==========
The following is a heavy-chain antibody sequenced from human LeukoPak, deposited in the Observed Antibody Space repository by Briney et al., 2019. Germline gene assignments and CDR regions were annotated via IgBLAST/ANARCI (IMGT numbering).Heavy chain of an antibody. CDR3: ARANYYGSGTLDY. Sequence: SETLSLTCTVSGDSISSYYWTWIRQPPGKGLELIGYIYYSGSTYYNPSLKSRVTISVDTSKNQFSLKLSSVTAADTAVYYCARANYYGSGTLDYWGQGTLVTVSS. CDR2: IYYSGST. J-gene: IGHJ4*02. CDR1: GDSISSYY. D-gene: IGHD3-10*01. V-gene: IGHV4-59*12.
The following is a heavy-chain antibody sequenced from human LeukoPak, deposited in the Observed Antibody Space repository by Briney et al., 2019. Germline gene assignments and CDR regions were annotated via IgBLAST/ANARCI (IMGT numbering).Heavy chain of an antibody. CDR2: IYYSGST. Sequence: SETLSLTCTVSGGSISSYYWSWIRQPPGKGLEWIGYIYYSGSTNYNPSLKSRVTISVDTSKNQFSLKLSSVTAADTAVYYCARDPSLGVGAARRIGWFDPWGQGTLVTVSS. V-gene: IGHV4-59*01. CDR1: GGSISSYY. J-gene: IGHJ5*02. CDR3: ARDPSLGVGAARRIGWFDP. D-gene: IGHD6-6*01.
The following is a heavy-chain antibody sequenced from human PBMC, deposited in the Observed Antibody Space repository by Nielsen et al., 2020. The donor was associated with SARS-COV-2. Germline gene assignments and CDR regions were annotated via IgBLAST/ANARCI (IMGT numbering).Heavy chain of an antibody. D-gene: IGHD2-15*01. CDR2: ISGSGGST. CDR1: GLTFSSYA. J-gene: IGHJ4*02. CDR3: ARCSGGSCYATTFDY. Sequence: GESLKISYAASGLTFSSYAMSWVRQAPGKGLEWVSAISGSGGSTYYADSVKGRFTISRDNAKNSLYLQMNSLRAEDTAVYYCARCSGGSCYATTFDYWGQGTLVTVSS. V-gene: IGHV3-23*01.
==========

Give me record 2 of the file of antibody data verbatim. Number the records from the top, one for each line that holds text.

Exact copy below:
The following is a heavy-chain antibody sequenced from human LeukoPak, deposited in the Observed Antibody Space repository by Briney et al., 2019. Germline gene assignments and CDR regions were annotated via IgBLAST/ANARCI (IMGT numbering).Heavy chain of an antibody. CDR2: IYYSGST. Sequence: SETLSLTCTVSGGSISSYYWSWIRQPPGKGLEWIGYIYYSGSTNYNPSLKSRVTISVDTSKNQFSLKLSSVTAADTAVYYCARDPSLGVGAARRIGWFDPWGQGTLVTVSS. V-gene: IGHV4-59*01. CDR1: GGSISSYY. J-gene: IGHJ5*02. CDR3: ARDPSLGVGAARRIGWFDP. D-gene: IGHD6-6*01.